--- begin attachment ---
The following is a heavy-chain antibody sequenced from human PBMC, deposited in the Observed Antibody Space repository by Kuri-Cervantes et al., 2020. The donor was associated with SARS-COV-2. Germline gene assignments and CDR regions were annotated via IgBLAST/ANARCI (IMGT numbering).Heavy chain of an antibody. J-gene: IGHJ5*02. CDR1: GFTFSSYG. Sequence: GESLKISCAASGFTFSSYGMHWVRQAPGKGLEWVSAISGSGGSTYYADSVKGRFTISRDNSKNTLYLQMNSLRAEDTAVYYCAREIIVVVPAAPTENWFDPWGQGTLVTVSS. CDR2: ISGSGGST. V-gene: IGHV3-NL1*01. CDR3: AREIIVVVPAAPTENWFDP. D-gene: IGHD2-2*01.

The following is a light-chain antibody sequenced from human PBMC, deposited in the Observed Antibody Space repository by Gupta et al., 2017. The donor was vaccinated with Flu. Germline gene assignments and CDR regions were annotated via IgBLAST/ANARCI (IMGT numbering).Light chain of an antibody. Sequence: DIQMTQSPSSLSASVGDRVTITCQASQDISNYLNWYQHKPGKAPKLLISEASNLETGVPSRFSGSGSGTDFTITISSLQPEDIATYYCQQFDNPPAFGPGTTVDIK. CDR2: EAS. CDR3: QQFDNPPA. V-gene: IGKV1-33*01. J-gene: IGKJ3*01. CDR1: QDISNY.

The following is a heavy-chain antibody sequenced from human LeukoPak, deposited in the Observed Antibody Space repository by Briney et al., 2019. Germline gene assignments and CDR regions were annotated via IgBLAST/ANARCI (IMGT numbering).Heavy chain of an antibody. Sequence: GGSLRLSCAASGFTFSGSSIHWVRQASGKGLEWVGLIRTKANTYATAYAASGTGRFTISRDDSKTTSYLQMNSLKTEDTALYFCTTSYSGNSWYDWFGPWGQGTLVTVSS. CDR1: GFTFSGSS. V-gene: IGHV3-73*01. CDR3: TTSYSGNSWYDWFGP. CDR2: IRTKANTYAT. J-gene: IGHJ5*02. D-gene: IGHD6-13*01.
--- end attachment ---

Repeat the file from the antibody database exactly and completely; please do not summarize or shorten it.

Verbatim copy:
The following is a heavy-chain antibody sequenced from human PBMC, deposited in the Observed Antibody Space repository by Kuri-Cervantes et al., 2020. The donor was associated with SARS-COV-2. Germline gene assignments and CDR regions were annotated via IgBLAST/ANARCI (IMGT numbering).Heavy chain of an antibody. J-gene: IGHJ5*02. CDR1: GFTFSSYG. Sequence: GESLKISCAASGFTFSSYGMHWVRQAPGKGLEWVSAISGSGGSTYYADSVKGRFTISRDNSKNTLYLQMNSLRAEDTAVYYCAREIIVVVPAAPTENWFDPWGQGTLVTVSS. CDR2: ISGSGGST. V-gene: IGHV3-NL1*01. CDR3: AREIIVVVPAAPTENWFDP. D-gene: IGHD2-2*01.

The following is a light-chain antibody sequenced from human PBMC, deposited in the Observed Antibody Space repository by Gupta et al., 2017. The donor was vaccinated with Flu. Germline gene assignments and CDR regions were annotated via IgBLAST/ANARCI (IMGT numbering).Light chain of an antibody. Sequence: DIQMTQSPSSLSASVGDRVTITCQASQDISNYLNWYQHKPGKAPKLLISEASNLETGVPSRFSGSGSGTDFTITISSLQPEDIATYYCQQFDNPPAFGPGTTVDIK. CDR2: EAS. CDR3: QQFDNPPA. V-gene: IGKV1-33*01. J-gene: IGKJ3*01. CDR1: QDISNY.

The following is a heavy-chain antibody sequenced from human LeukoPak, deposited in the Observed Antibody Space repository by Briney et al., 2019. Germline gene assignments and CDR regions were annotated via IgBLAST/ANARCI (IMGT numbering).Heavy chain of an antibody. Sequence: GGSLRLSCAASGFTFSGSSIHWVRQASGKGLEWVGLIRTKANTYATAYAASGTGRFTISRDDSKTTSYLQMNSLKTEDTALYFCTTSYSGNSWYDWFGPWGQGTLVTVSS. CDR1: GFTFSGSS. V-gene: IGHV3-73*01. CDR3: TTSYSGNSWYDWFGP. CDR2: IRTKANTYAT. J-gene: IGHJ5*02. D-gene: IGHD6-13*01.